(USA, 80 min)
Dir. Gabe Polsky
Programme: TIFF Docs (World Premiere)
In 2014 Gabe Polsky had a TIFF hit with Red Army, a terrific doc about the Soviet national team’s dominance of international hockey from the Fifties to the Nineties and about the incursion of Russian players into the NHL after the Soviet Union collapsed. Five years later Polsky returned to the festival with Red Penguins, a spiritual sequel that shows the flipside of the Russia-US exchange, when a group of entrepreneurial Americans sought to bring their business acumen and flourish for spectacle to a post-Soviet sports system.
The film focusses on Steve Warshaw, a fast-talking, high-strung executive that looks like he was found in central casting. At the direction of the executive of the then-Stanley Cup winning Pittsburgh Penguins, Warshaw was meant to foster cooperation with the old CSKA Moscow (Red Army) team with financial support and promotional skills during the turbulent years following the collapse of the state-sponsored system.
Polsky managed to wrangle not only the Americans who spearheaded the project but many of the Russians – coaches, former KGB officers and military commanders alike – who embody the culture clash that, despite increasing profits by millions of dollars, resulted in even more chaos than at the beginning.
Polsky’s film brilliantly uses hockey as the platform for a deep dive into the emergence of the oligarch class, showing that in the brief period of time between Gorbachev, through Yeltsin and leading to the rise of Putin, things really were completely gonzo. It’s a state of lunacy reflected by the carnival-like events that Warshaw would bring to the ice, including strippers and trained bears, all to inject the right kind of razzle dazzle that would fill the stands with drunken, belligerent yet loyal patrons.
The chaos exhibited is darkly comedic, its over-the-top nature undercut by the real world violence and corruption that emerged. Some of the Russian interviewees provide chilling accounts, while the Americans allude to other major corporations that pride themselves on family friendliness came seriously close to making deals with criminals and hoodlums.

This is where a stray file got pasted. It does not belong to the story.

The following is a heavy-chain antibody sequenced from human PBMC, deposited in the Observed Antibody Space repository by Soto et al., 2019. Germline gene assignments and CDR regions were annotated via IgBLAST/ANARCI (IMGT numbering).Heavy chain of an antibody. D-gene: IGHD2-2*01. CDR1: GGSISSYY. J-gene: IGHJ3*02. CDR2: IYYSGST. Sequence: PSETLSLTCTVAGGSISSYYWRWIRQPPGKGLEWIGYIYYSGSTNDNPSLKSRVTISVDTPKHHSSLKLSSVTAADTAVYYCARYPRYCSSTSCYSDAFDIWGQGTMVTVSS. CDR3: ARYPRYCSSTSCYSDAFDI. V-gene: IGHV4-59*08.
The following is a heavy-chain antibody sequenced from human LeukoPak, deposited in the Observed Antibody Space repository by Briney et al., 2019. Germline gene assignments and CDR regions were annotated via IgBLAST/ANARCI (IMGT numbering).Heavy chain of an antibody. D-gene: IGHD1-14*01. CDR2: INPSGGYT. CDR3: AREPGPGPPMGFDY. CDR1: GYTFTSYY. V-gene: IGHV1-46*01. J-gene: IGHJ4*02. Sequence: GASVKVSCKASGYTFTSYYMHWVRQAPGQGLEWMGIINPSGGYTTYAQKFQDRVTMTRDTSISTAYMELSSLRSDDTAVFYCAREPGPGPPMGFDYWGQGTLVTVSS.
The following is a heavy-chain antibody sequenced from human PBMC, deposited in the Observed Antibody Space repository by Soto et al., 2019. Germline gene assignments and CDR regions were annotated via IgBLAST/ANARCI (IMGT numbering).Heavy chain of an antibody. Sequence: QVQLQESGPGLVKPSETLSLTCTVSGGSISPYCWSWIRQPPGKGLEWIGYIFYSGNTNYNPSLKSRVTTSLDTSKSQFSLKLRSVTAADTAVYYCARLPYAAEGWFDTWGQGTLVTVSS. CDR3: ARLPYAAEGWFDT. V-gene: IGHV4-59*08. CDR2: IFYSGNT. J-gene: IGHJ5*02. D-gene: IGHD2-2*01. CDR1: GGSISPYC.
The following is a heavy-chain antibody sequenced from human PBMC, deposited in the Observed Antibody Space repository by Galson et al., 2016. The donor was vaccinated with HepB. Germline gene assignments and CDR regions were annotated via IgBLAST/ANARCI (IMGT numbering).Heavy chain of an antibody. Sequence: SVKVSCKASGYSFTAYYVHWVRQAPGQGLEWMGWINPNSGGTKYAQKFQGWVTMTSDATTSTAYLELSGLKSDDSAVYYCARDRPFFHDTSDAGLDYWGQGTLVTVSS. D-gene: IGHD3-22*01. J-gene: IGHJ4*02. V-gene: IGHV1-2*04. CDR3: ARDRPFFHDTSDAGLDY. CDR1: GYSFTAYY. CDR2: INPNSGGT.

As the story leads to the rise of Putin’s political might the film loses a bit of steam, not surprising given that many of the relevant witnesses are a bit more reluctant to talk on record about the ongoing situation, while some did not live to tell the tale. It’s thus all the more remarkable the level of frankness that Polsky manages to elicit from his witnesses, even if at times the answers prove to be contradictory among the participants.
With animation providing visual flair and a keen cinematic eye, Polsky’s film is engaging in a theatrical as well as a journalistic sense. The images are almost too wild to believe, while the profiteering outsiders and suspicious rulers of the local Moscow fiefdom clearly never were rowing in the same direction.
Red Penguins is a wild and crazy story well told, especially in the first half, by Polsky, who is emerging as a gifted documentarian. Thanks to loads of action-packed archive footage and revealing contemporary interviews, this is a unique and powerful portrayal of a recent era of Russian and American history, which has led to a lasting legacy of distrust between the two. Above all, Red Penguins evokes a strange, surreal and macabre era, replete with chaos, criminals and capitalists. And hockey players.